THE 180: Have you been able to identify positive changes from your partnership with Turnaround?

MELISSA ERBERTI: Turnaround has been a very big help with behavior management in our school building, especially. Big changes in classroom management. We put something into play at the end of the school year last year called a behavior matrix — basically, how students should be behaving and walking in the hallways, in the cafeteria, in the classrooms, in the bathrooms, outside on the padded area, so everyone would know what behaviors are expected. All five of those places were big areas of concern. We were seeing a lot of incident reports and fights and arguments among students happening during lunchtime, either in the cafeteria or the padded area, or in the hallway, or during a prep class. So we put this behavior matrix together with all of the work we did last year with Turnaround and it has been a night and day difference in our school building this year. The incident report numbers are down — half the number vs. last year, all because of the behavior matrix and all of these systems and structures that we now have in place. So that is a big part of Turnaround working with us. We saw the growth between last year and this year.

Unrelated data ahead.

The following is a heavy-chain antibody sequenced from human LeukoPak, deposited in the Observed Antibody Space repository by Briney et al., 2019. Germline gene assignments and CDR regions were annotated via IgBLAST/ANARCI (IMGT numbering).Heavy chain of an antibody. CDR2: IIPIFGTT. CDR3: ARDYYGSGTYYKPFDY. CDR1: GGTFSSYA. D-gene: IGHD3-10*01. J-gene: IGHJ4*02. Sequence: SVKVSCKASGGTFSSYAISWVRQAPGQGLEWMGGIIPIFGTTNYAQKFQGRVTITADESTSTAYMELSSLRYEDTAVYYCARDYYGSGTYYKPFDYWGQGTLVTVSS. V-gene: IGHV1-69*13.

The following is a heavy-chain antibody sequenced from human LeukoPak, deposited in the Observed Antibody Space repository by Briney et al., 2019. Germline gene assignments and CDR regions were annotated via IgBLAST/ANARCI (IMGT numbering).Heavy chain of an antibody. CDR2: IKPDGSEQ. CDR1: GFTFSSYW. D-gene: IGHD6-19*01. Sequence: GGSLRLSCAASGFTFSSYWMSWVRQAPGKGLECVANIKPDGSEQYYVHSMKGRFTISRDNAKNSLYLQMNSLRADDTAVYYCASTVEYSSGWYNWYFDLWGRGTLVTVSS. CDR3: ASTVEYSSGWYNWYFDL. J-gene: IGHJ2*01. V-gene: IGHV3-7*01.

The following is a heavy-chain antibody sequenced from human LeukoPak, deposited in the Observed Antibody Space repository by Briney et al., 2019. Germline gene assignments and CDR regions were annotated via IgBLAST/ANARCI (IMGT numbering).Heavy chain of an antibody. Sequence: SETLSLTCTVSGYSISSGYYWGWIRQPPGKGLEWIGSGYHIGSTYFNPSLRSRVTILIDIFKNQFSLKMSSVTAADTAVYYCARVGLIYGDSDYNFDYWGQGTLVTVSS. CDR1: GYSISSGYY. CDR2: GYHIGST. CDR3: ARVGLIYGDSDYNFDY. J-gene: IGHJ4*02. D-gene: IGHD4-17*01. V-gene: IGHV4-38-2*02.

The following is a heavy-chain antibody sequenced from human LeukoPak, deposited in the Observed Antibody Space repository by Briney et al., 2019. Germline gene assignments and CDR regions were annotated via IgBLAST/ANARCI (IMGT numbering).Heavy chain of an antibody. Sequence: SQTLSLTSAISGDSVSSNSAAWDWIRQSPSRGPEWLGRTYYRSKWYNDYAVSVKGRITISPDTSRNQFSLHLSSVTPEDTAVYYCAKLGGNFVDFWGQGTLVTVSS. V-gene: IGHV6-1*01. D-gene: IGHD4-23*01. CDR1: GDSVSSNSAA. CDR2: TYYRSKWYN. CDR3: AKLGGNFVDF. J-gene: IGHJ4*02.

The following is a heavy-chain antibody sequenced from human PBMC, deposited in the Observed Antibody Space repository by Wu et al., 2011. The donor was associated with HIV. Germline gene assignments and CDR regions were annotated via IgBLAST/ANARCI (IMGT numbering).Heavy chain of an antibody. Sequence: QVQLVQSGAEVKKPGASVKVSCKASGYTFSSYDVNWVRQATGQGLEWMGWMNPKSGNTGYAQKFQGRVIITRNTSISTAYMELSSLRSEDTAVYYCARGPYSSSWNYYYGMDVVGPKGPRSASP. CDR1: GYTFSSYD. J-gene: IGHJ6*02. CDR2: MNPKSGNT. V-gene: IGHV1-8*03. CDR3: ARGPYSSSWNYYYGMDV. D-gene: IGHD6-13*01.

Turnaround is a tremendous support system. They gave us every resource that we would possibly need to see a change in the school. We have had nothing but success stories come out from Turnaround.

THE 180: Is there something that people might not know or understand about what is needed to be successful in a school like P.S. 226?

MELISSA ERBERTI: Our school is very culturally diverse. We need teachers to understand that our children can be successful. They are very loving and caring once you get to know them. They are very fun to be around, on any grade level. Some are sarcastic and they make you laugh, and they just make you think, “Wow, this is what it’s like to be a kid, I wish I could go back and be a kid.” We need teachers to come to our building with an open mind and an open heart, and to understand that the children in our building can do their best with a motivated adult or staff member behind them.